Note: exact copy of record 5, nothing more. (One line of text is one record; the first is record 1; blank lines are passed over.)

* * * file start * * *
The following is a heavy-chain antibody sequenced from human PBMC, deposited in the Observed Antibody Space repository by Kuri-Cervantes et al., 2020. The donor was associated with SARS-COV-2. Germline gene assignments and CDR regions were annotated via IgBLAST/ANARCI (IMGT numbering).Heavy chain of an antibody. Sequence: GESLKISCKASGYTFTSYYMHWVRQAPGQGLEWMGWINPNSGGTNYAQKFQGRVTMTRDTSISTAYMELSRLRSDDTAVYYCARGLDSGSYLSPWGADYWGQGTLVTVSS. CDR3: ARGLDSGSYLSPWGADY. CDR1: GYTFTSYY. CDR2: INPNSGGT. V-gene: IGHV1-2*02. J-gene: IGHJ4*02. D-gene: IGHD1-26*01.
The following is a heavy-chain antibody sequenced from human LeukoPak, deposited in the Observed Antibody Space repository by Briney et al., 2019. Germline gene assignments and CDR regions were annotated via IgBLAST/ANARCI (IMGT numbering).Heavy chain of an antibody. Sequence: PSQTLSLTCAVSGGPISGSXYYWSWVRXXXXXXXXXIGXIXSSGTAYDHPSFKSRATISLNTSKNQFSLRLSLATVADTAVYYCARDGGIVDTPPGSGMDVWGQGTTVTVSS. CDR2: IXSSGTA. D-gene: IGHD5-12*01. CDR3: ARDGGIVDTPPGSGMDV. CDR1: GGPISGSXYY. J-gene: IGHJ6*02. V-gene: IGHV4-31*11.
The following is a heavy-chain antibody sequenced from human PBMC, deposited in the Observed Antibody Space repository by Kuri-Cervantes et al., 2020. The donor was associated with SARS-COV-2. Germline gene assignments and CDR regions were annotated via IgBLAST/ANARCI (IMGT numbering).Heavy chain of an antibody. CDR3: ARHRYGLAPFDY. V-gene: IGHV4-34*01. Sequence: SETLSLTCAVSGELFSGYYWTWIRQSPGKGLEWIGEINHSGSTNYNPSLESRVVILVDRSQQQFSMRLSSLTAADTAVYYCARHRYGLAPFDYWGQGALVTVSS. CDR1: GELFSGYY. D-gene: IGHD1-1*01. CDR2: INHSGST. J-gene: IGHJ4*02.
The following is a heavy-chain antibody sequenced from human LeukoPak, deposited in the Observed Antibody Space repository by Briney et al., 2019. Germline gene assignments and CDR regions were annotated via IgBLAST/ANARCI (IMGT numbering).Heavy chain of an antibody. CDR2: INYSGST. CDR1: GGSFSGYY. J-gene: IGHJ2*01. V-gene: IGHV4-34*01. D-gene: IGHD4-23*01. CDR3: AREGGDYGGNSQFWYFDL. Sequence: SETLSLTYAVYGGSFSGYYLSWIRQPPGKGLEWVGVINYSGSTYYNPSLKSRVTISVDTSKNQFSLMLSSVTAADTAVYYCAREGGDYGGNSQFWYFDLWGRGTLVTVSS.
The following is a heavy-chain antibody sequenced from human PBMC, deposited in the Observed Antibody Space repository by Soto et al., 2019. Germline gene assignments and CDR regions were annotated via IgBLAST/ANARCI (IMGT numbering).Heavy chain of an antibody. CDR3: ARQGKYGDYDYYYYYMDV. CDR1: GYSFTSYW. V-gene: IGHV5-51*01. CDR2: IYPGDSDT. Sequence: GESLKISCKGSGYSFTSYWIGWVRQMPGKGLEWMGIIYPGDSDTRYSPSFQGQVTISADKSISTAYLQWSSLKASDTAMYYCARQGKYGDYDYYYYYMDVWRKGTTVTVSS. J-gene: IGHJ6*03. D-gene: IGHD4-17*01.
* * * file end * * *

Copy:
The following is a heavy-chain antibody sequenced from human PBMC, deposited in the Observed Antibody Space repository by Soto et al., 2019. Germline gene assignments and CDR regions were annotated via IgBLAST/ANARCI (IMGT numbering).Heavy chain of an antibody. CDR3: ARQGKYGDYDYYYYYMDV. CDR1: GYSFTSYW. V-gene: IGHV5-51*01. CDR2: IYPGDSDT. Sequence: GESLKISCKGSGYSFTSYWIGWVRQMPGKGLEWMGIIYPGDSDTRYSPSFQGQVTISADKSISTAYLQWSSLKASDTAMYYCARQGKYGDYDYYYYYMDVWRKGTTVTVSS. J-gene: IGHJ6*03. D-gene: IGHD4-17*01.